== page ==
"Griswell awoke suddenly, every nerve tingling with a premonition of imminent peril." With that opening line, Robert E. Howard's short story "Pigeons from Hell" (originally written before the author's death in 1936 and first published in the pulp magazine Weird Tales in 1938) sets up the dark and moody atmosphere that permeates the tale throughout it's length. Griswell and his friend John Branner, traveling through the South, make a big mistake when they decide to spend the night at a deserted and deteriorated old mansion, surrounded by ominous looking pigeons.
Later that evening, Griswell wakes up to find Branner, his head split open and bleeding, come after him with an axe. Griswell flees the house and runs into the local sheriff, Buckner (whose casual racism -the sheriff loves using the "N' word- has to be excused as representative of the period the story was written in), who goes back with Griswell to the house where they find Branner's body.
Although the largely circumstantial evidence seems to indicate Griswell murdered Branner, Buckner finds enough signs to give the man the benefit of the doubt. Together, Griswell and Buckner begin investigating the history of the mansion, once owned by the decadent West Indian family the Blassenvilles, who first moved in the place in the late 18th century. The two men's investigation leads them to an old Voodoo shaman, who tells our protagonists about how the Blassenvilles loved whipping their slaves and practicing various Voodoo rituals, among other horrible things. Celia Blassenville, in particular, loved torturing the Mulatto maid Joan. One night in 1890, the last surviving member of the family, Elizabeth, flees the house in panic, never to return. The house itself remains uninhabited for decades until the arrival of Griswell and Branner.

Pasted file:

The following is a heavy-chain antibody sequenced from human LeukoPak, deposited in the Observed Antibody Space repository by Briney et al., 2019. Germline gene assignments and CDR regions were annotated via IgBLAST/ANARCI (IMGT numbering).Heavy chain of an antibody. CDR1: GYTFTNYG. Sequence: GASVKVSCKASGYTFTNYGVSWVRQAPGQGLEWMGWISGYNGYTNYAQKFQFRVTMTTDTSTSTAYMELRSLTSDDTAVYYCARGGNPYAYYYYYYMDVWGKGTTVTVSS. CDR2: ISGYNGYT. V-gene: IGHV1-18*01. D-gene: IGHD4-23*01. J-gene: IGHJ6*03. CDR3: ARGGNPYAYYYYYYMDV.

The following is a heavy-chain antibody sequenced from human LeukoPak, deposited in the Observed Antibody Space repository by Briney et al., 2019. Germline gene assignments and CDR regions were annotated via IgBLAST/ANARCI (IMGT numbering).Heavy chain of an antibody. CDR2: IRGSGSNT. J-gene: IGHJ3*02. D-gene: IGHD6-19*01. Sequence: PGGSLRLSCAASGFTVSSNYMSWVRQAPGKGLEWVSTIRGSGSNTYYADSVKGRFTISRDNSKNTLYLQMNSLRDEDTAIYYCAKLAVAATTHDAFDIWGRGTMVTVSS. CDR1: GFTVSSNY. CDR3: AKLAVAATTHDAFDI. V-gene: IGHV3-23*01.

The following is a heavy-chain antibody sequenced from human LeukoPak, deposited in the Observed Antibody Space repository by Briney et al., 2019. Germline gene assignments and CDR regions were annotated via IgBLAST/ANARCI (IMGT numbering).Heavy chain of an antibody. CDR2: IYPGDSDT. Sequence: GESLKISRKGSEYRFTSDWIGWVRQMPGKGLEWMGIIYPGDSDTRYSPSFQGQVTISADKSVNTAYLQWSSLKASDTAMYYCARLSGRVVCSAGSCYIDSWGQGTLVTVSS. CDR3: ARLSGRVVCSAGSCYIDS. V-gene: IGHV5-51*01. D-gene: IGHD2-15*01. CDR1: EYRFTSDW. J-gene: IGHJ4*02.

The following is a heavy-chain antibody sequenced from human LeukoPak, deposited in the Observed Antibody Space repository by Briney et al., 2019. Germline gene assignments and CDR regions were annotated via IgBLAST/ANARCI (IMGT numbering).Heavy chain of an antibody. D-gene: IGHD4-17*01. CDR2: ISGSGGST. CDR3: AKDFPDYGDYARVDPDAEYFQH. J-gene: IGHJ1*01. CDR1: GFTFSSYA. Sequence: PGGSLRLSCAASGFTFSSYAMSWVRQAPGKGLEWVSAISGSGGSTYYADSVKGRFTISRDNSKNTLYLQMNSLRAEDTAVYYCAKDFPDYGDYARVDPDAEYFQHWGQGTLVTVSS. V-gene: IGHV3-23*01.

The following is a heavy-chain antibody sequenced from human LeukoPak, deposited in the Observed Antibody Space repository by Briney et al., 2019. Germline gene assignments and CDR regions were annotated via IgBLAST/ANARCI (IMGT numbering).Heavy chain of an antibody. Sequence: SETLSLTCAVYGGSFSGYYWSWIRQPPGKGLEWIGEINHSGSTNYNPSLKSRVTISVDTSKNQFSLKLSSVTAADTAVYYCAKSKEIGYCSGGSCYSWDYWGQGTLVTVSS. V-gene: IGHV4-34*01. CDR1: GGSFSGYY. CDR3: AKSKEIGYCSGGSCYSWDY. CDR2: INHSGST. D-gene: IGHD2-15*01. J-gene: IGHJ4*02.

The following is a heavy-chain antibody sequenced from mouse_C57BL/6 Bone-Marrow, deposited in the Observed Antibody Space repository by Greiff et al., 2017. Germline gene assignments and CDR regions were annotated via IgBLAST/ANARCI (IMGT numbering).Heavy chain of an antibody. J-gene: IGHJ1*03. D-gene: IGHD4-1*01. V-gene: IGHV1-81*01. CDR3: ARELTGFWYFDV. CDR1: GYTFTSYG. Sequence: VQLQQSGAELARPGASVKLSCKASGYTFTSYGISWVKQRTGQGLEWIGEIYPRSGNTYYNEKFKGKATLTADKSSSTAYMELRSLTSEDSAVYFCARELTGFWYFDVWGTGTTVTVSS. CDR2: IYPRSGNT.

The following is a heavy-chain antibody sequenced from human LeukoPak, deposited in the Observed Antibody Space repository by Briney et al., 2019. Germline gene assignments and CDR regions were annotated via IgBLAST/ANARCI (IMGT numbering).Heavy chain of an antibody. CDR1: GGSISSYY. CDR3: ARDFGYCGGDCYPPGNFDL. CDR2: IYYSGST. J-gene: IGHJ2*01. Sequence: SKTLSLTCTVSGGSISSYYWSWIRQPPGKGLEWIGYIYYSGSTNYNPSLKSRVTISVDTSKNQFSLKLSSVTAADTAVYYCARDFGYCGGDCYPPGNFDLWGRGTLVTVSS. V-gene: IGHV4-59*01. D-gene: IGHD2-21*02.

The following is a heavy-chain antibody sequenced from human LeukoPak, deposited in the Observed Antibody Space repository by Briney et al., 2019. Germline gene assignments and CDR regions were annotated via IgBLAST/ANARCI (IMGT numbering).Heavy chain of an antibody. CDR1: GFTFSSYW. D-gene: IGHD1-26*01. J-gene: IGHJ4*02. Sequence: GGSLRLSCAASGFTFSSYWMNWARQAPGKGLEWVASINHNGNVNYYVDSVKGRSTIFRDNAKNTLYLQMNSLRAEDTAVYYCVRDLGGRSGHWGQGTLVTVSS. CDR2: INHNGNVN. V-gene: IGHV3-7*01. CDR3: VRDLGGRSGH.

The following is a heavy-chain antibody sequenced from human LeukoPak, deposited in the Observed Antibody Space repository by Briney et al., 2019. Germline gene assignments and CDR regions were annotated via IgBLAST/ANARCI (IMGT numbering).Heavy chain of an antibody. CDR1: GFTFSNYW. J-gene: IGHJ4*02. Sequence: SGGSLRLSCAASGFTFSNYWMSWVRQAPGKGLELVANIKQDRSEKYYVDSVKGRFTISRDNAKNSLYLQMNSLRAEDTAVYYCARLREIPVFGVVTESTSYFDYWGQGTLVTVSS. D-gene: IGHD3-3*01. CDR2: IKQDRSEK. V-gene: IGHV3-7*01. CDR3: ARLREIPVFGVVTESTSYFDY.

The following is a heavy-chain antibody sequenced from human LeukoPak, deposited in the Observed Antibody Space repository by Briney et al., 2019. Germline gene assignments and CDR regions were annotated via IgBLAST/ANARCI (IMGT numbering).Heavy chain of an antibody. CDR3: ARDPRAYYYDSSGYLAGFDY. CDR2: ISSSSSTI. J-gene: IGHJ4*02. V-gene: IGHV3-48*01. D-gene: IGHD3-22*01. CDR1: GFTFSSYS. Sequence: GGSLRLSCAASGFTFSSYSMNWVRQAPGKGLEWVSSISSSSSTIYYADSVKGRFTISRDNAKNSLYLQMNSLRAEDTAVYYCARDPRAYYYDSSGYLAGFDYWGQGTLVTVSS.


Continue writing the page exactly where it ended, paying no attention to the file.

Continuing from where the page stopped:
The shaman also tells Griswell and Buckner about female zombies called Zuvembies, or female zombies, before suddenly dying from a snake wound. Griswell and Buckner return to the Blassenville mansion to settle the mystery once and for all. The pigeons meet them as they arrive...
To say more would spoil the story. Howard maintains a tone of overheated luridness throughout the tale, particulary when describing what degenerate depths the Blassenvilles had sunk to. The dialogue and omniscent voice is also somewhat overheated, but the purpleness of Howard's prose (hey, when you wrote for the pulps, you got paid by the word, not artistic quality) is offset by his vivid imagination and deft, almost frantic, storytelling skills.